As for lovable losers, the 1962 Mets posted the worst record in major league history in their inaugural season at 40-120 and finished a whopping 60 1/2 games out of first. Despite their futility that year and for nearly the rest of their first decade, they cemented their legacy as miraculous with an improbable and dramatic rise from their first 7 seasons during which they averaged only 56 wins, 41 games out of first, and finished last all but one year, 1966, when the only team worse behind them was, you guessed it, the Chicago Cubs. After such an infamous run of futility, these Mets suddenly won 100 games and swept through the playoffs to become world champions, defeating one of the best teams in baseball history, the 1969 Orioles.  Since that miracle, they have only managed one more title, when they were the best team in baseball but somehow needed another miracle error by an opponent on their way to a title they should have won easily.

If the Cubs and the Mets teach us one thing, it is that curses and futility mean nothing in the face of devotion, faith, and daring to believe.

Redemption is just around the corner

Christ teaches us that there is no sinner great enough that Divine Mercy cannot redeem.  The greatest sin, then, is often not the original wrong committed but not being striving for the chance to make up for that error.  While Judas brooded in his pride and self-obsession, Peter loved Christ so much that he could not wait for the chance to prove himself.  Famous baseball announcer Bob Murphy once observed that baseball is a game of redeeming features; so is Catholicism.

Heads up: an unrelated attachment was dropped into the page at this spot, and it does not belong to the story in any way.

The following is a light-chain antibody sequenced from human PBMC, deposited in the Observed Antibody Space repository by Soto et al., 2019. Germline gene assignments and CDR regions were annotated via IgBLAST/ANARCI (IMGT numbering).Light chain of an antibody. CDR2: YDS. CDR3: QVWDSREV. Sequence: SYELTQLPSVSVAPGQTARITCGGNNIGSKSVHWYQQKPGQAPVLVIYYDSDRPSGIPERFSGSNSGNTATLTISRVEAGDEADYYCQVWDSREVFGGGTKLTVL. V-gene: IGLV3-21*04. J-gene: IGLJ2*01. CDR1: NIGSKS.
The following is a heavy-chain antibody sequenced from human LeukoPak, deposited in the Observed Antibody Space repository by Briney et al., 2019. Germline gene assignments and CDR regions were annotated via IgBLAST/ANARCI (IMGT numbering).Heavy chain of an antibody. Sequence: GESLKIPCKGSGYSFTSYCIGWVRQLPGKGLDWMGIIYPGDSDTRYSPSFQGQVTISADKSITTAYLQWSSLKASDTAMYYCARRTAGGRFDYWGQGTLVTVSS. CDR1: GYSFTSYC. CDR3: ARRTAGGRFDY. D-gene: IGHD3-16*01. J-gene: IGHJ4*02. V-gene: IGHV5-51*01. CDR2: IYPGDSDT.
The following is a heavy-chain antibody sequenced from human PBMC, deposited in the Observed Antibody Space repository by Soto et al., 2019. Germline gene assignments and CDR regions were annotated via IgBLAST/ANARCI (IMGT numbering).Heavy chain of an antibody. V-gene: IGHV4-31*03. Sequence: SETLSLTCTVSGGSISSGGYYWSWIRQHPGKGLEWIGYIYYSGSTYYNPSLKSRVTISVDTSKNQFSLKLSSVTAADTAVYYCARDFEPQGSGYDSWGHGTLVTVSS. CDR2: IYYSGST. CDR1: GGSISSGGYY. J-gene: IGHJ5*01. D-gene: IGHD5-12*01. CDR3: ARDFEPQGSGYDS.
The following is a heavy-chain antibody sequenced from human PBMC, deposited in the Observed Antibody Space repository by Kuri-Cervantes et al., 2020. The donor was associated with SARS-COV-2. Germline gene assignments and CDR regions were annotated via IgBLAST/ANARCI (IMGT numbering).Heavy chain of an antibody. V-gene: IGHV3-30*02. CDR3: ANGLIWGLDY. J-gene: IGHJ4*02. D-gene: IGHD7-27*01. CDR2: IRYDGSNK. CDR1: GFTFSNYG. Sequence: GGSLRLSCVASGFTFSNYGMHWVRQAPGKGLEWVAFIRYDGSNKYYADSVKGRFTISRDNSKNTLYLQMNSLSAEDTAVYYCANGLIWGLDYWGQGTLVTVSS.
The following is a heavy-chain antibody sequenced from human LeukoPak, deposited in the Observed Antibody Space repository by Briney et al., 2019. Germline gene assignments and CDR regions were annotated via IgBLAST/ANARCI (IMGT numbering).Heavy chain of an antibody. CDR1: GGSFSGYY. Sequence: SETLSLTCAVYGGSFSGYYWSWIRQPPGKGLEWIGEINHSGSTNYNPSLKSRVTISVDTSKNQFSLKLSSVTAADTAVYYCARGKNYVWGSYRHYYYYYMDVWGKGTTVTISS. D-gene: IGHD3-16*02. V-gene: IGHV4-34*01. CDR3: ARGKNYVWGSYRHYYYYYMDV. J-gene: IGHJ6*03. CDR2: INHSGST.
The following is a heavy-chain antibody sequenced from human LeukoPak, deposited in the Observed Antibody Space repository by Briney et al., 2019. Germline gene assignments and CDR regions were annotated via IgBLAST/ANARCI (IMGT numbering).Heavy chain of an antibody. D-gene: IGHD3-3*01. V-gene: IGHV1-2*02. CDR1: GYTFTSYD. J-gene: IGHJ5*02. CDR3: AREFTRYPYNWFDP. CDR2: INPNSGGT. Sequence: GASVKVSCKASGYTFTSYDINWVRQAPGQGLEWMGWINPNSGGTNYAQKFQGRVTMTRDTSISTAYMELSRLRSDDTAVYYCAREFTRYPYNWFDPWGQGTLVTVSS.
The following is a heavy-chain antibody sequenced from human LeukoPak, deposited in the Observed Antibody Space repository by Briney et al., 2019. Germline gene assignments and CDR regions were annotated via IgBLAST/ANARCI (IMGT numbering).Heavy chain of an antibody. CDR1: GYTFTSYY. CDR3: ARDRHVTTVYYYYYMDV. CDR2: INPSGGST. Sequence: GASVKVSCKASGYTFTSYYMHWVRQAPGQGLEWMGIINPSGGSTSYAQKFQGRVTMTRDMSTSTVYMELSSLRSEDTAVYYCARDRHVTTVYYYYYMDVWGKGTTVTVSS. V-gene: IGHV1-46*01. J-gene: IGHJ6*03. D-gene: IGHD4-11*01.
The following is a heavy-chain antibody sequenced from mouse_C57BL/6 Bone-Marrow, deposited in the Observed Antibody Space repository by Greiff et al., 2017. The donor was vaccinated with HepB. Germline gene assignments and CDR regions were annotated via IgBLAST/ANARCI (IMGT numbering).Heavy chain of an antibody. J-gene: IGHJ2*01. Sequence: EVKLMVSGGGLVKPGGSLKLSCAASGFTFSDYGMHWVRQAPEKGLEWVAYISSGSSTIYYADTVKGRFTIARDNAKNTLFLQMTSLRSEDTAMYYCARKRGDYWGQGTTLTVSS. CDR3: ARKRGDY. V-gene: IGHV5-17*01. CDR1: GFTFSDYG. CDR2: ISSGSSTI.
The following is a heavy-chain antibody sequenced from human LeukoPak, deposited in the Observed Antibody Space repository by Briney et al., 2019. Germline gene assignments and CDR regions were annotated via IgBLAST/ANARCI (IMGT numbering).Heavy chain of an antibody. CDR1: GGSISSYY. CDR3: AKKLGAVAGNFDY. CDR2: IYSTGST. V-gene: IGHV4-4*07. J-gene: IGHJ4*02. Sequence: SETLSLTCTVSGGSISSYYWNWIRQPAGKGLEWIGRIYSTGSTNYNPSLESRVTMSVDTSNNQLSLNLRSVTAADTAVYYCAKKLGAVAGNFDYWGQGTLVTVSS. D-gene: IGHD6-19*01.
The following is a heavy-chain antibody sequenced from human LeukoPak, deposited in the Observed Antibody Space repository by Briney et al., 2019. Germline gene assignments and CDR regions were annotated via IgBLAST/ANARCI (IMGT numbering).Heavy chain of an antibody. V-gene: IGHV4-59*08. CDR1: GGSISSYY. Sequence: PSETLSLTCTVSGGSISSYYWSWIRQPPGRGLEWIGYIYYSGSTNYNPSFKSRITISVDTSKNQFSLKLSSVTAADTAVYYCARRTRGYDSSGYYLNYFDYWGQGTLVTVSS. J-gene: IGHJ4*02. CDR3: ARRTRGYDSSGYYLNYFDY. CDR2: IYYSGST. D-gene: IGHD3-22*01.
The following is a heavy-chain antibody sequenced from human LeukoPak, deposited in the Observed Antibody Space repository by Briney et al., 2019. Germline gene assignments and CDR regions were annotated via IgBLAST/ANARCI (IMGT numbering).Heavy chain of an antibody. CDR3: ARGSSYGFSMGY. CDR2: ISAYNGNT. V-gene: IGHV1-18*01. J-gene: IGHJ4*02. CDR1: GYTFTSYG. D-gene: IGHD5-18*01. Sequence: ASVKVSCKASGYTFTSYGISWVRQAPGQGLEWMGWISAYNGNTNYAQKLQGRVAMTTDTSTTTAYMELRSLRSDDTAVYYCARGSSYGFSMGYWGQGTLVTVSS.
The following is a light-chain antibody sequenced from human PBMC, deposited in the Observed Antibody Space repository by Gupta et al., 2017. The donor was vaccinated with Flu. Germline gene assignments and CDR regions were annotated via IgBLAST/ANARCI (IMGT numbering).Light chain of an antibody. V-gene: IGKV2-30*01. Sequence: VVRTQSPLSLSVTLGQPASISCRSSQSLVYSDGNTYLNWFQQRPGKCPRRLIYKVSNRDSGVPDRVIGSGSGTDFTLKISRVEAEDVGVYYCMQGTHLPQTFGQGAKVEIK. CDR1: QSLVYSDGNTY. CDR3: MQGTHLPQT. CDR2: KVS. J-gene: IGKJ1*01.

Mercy is Divine

Our Lord told St. Faustina to spread the critical message of Divine Mercy that the greatest contrite sinners deserve forgiveness. Christ’s entire life and certainly his death witness the importance of forgiving others. The Lord’s Prayer reminds us that we cannot seek forgiveness and mercy if we do not practice it ourselves. Baseball has its own places where forgiveness is due. Cubs fans should consider Steve Bartman, the infamous fan mentioned above,  a good candidate at this point.

Knowing and following the rules is important 

The Ten Commandments are two for those who love God and want to follow Christ: Love God and Love Your Neighbor. However, they are a million for those who only see them as a burden on enjoying life as they please. How many games have been won and lost because someone knew what could and could not be done at a crucial moment?  While baseball fans know that the rules of the game are often stretched to gain advantage with the silent approval of owners and umpires, even that wart teaches us a lesson. Precisely because human rules can be imperfect and given lip service, focusing on and following God’s rules always provides us with the safest route to noble results.

True glory often means transcending the vice around us with heroic virtue